W. J. Petersen, Chief of Detectives 1Walter J. Petersen (March 14, 1868 or 1869-Oct 9, 1958) was born in Jersey City, New Jersey.

Petersen came to California as a youth, probably with his family. His father was a captain of ocean liners and came to Oakland in 1871. Petersen attended Oakland public schools until he enrolled in the California Military Academy at 13. At 16 he left school and went to sea, working for various shipping companies until 1894 including his fathers’, when he started working for the US Post Office.

Petersen married Florence B. Fisher on October 20, 1887. They had 3 kids: Ulric K., Cedric W., and Roderick Paul. The family lived at 428 Athol Avenue until Petersen moved out after an alleged affair with Mrs. Meta Makins.11

Petersen was a Mason of the Scottish Rite and a Shriner. He was a grandmaster of the Ancient Order of United Workmen and a Woodman of the World. He was a Presbyterian and a member of the Oakland Commercial Club and the Chamber of Commerce.2

Time with OPD

Petersen, right, drives an OPD car7In about 1898 he joined the Oakland Police Department.

In 1905, some San Francisco PD officers charged Petersen with being drunk and belligerent on the ferry. There was some doubt as to the validity of the case as, as some said the guy they saw was wearing a mustache, where Petersen had been clean-shaven for two years. Petersen was a Captain at the time.5 In 1906, Petersen was censured for speaking out about perceived corruption in the department but that didn’t stop him from speaking out again. He gave a speech at the First Presbyterian Church saying that the newest six officers were hired due, not to merit, but to political connections.12

Petersen took a leave from the department and served in the military during WWI.8 He worked as a captain of the military police.

Appointed Chief of Police in 1912 and 1916. This guy has a complicated history tied up with many of the politicians of his day!

Petersen was appointed to Chief for the first time in 1912 after Adelbert Wilson retired after 40 years of service.3 According to a history of the Oakland Police Department, Petersen was well respected by law enforcement. He was described as a “civic reformer” and worked to improve the department’s efficiency as well as to get the City Council to allocate more money to the department. He changed the police districts from three to five (something that chiefs still do now), and implemented an improved communications systems with lights over call boxes (something that chiefs wish they could do now- see Police Radios). He also organized the first Traffic Bureau with the first motorcycle units doing traffic control and had officers operate semaphores in intersections. In 1914 he instituted new uniforms, complete with new hats that replaced the old helmets. Each station got gym space for cops to get into better shape. He also instituted better arrest report standards.4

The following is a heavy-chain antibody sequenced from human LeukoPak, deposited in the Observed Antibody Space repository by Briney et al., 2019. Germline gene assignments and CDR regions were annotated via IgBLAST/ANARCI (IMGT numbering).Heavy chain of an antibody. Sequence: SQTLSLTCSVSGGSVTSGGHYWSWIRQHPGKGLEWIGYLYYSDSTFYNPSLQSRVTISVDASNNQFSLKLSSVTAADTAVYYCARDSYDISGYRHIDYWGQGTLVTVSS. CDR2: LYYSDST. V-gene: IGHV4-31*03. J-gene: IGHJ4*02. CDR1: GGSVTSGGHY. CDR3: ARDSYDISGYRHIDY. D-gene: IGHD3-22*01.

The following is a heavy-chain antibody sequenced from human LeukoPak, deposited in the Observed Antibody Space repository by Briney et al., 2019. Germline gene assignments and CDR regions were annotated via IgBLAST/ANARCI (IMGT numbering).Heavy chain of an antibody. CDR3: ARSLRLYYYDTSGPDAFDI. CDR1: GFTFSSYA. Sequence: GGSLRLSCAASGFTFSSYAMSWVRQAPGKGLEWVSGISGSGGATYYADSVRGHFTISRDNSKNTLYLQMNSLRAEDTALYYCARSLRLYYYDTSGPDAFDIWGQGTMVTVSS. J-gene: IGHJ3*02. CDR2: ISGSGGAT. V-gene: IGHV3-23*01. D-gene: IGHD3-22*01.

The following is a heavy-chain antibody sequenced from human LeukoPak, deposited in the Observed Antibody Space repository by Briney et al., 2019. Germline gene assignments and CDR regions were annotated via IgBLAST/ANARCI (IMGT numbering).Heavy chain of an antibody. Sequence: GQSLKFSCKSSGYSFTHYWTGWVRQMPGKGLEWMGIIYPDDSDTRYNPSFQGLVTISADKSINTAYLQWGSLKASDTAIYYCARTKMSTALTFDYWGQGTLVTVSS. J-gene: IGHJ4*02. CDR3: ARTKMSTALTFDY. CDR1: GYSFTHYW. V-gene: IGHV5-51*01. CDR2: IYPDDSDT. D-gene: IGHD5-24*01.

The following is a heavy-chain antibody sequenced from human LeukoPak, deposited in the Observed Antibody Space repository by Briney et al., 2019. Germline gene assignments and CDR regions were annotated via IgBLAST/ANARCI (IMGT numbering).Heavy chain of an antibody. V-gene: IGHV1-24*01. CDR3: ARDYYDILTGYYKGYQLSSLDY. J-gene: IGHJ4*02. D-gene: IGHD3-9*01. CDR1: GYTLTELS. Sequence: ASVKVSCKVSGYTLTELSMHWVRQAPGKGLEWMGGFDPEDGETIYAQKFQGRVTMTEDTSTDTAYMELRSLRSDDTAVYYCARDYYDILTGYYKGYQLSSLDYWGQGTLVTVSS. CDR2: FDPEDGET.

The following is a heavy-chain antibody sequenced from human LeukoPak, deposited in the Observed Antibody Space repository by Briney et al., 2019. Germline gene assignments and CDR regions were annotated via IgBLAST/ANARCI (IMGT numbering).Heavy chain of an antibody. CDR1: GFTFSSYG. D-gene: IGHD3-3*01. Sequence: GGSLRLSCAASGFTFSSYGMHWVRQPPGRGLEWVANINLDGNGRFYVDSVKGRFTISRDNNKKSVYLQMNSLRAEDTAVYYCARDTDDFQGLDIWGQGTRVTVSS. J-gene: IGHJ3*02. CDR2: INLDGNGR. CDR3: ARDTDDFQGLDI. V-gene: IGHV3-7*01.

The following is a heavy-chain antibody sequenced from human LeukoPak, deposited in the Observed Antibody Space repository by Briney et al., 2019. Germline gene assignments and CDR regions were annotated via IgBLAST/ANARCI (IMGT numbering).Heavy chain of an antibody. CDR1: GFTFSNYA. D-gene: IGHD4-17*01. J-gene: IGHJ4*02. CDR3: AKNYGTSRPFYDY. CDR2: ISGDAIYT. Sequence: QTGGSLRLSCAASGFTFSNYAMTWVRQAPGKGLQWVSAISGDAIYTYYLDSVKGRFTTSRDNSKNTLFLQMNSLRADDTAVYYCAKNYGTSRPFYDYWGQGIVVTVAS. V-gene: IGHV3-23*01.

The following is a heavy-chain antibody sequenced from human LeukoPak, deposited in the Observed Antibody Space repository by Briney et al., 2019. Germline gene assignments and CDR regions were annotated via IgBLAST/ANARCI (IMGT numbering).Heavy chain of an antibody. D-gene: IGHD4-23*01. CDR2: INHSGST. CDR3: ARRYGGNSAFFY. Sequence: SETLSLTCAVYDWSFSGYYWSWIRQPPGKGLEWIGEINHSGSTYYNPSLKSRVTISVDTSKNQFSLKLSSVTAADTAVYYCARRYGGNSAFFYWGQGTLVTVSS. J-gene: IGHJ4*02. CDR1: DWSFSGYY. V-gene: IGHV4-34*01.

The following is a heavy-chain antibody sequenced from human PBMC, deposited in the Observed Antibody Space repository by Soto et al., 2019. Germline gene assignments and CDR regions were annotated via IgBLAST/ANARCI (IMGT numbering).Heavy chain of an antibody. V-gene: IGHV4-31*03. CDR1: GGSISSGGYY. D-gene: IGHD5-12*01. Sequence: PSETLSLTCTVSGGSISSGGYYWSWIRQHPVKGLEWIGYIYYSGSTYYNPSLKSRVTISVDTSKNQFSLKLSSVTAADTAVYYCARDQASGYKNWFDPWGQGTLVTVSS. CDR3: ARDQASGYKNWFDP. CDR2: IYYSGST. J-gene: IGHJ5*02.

Petersen was working as Captain of Inspectors when Chief William F. Woods resigned as Chief of Police in 1916, at the request of Francis Jackson, the Commissioner who appointed Petersen back to the post. In May, he was appointed “acting chief,” and he assumed the full title (again) in September. Because of the civil service laws at the time, Petersen was placed on indefinite leave from his position as Captain. Commissioners Baccus and Anderson voted with Jackson and Mayor Davie and Commissioner Edwards voted against Petersen’s appointment. Mayor Davie had kicked Petersen out of office moments after becoming Mayor.13

In 1920, Petersen was dismissed by then-Commissioner Fred Morse because of something that happened four years before. Allegedly in 1916, Petersen had allowed Chinese lotteries to run. Petersen sued to get his job back saying that the dismissal violated the Civil Service rules. The City Council at the time backed Morse, saying that Petersen was incompetent, inefficient, insubordinate and rude. The Supreme Court ordered the City to give him his job back. However, Morse was unlikely to let this go—and it was believed he would be dismissed again for involvement in the disappearance of guns and drugs from the department.9 (If anyone understands what happened, please clarify!)6 Indeed, only six hours after reinstatement, Morse dismissed Petersen again, this time on four charges and 21 specific instances of misconduct. He was charged with disappearance of property, taking free things (gratuities—police cannot accept gifts), allowing gambling, being friends with criminals, conduct unbecoming of a police officer, and employing members of the press. Petersen fought back, saying that he would resign within two weeks but would instead run for City Council against Morse.10

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Links & References

  1. Image(s) used by permission of the UC Berkeley, Bancroft Library
  2. Past & Present of Alameda County, V2. SJ Clark Publishing Co. p235.
  3. PETERSEN WILL BE NEW OAKLAND POLICE CHIEF.” San Francisco Call: Aug 8, 1912.
  4. Oakland Police Department. Turner Publishing Company: 2005.
  5. BOARD HEARS PETERSEN CASE.” San Francisco Call: Sep 10, 1905.
  6. Reports of cases determined in the district courts, Volume 48
  7. Petersen driving the police wagon, 1910. Courtesy of OCMA.
  8. McArdle, Phil. Oakland Police Department. Arcadia Publishing: 2007
  9. “W. J. Petersen Restored to Oakland Police Office.” San Francisco Chronicle: Sep 5, 1920.
  10. “Capt. Petersen Discharged From Oakland Police Force.” San Francisco Chronicle: Sep 12, 1920.
  11. “Capt. Petersen Leaves Wife For Home of His Brother.” San Francisco Chronicle: Apr 20, 1916.
  12. “PETERSEN DEFIES INJUNCTION OF SILENCE.” San Francisco Chronicle: Jan 5, 1906.
  13. “CHIEF PETERSEN GIVEN FULL TITLE.” San Francisco Chronicle: Sep 19, 1916.